Social media sometimes feels like a crowded bar with nowhere to sit. There’s someone shouting at you from every side, trying to impress the people around you, until finally nothing is heard.
With each passing year, it gets harder and harder to impress on social media. It takes constant vigilance and inventing original content (even though originality no longer exists). Big fashion brands have decided to move away from social media and take a different path. To focus on quality instead of quantity. Instead of reaching a large number of people, use private groups and micro-communities.
Brands like Coach, Urban Outfitters, Beautycon or even high profile celebrities like supermodel Naomi Campbell, for example, are testing personalized text messaging. And I don’t mean commercial messages from operators, which we have learned to ignore, but similarly personalised messages, like the email newsletters we are learning to send.
Another interesting example is the cosmetics brand Glossier, founded in 2014. In its early days, it experimented with Slack, known primarily as a workplace messaging tool, and launched a dedicated channel for its 1,000 or so most engaged fans. The cosmetics company received valuable feedback in the form of Instagram comments, tweets and emails, as well as posts in its 19,000-strong “Into The Gloss” Facebook group and posts on the independent R/Glossier subreddit.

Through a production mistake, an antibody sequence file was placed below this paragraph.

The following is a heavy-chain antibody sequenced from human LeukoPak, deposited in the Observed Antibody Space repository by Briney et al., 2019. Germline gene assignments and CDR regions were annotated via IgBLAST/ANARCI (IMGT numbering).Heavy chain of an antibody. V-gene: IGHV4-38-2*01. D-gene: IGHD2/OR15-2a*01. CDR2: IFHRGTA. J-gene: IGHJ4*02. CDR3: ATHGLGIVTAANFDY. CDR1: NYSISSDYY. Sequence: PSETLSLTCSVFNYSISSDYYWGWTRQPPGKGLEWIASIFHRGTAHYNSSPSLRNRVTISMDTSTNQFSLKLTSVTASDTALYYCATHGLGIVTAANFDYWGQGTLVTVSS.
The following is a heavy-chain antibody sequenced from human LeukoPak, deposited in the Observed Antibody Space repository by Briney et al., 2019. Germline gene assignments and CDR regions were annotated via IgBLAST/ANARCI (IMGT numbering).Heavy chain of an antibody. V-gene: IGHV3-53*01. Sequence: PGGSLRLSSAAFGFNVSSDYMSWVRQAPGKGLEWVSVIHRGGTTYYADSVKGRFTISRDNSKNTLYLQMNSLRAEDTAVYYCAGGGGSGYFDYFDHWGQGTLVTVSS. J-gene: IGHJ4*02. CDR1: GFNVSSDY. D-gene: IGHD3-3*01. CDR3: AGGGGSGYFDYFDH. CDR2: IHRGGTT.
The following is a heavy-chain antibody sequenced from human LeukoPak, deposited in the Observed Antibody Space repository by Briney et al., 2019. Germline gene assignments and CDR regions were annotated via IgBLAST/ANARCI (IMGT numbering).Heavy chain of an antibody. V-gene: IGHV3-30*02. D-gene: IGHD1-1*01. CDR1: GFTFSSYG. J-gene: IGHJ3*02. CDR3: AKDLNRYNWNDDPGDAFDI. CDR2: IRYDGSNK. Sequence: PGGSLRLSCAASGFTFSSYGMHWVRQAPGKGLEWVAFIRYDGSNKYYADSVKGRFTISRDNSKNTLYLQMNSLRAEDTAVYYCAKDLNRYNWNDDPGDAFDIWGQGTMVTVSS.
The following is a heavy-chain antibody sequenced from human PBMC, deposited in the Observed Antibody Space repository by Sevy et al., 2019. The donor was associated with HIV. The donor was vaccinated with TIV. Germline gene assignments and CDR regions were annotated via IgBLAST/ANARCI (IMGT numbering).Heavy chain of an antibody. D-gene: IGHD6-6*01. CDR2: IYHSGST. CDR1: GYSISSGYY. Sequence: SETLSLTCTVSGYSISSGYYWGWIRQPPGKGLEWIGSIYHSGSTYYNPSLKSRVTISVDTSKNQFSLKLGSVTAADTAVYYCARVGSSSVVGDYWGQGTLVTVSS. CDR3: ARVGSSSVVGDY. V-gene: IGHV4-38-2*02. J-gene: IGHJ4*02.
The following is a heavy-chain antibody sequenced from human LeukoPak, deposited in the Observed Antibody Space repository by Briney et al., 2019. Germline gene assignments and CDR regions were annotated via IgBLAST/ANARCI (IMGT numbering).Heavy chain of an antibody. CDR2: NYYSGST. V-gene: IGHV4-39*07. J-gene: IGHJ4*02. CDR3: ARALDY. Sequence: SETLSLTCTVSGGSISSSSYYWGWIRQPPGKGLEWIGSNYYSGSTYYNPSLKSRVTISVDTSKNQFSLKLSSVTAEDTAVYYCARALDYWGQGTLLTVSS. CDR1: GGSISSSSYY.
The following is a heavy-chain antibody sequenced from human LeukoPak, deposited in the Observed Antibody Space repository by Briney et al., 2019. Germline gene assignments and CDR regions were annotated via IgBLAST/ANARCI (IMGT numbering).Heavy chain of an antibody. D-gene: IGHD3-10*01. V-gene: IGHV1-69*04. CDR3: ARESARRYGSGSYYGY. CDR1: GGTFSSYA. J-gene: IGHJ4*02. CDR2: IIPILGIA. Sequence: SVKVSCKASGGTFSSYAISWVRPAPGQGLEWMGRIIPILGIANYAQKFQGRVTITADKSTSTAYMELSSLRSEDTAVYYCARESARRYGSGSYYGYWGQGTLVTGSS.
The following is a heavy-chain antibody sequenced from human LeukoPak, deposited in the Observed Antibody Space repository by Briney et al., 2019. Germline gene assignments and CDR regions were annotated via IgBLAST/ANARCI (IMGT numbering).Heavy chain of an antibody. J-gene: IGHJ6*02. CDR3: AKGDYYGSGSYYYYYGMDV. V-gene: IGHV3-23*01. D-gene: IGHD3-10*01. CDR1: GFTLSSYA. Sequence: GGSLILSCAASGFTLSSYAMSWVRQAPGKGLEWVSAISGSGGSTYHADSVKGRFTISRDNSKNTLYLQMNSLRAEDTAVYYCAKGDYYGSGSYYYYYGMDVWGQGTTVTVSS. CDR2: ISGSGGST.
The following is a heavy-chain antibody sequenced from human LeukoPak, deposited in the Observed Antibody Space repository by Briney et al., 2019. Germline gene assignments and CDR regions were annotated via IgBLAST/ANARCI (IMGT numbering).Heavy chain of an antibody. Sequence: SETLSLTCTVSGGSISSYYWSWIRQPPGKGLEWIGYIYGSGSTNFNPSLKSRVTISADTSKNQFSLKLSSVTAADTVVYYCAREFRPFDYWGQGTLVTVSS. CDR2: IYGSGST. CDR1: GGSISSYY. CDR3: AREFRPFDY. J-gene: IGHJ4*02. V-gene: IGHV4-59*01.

In January this year, the popular K-beauty brand Glow Recipe launched a private Instagram account @RealGlowGang. This account is meant to serve as a safe online space that would encourage more intimate and honest dialogues. It aims to facilitate meaningful connections not only between the brand and its followers, but also within the community itself.
Brands can also leverage existing micro-communities by engaging with “niche” influencers. The best of these have a clear vision or personality that is perceived as authentic and trustworthy at a time when Instagram is awash with manufactured fake followers. Some influencers use the “close friends” feature on Instagram as a tool to build stronger relationships with their followers.
Creatives in the fashion industry are also setting up secondary social media accounts that act as a more intimate space where smaller groups of people with common interests come together.
Micro-communities and private groups respond to one fundamental human desire – to be part of something exclusive. We want to believe that we are important to someone, that we are special. Remember the uproar the Clubhouse caused last January – when it offered exclusive, invite-only access.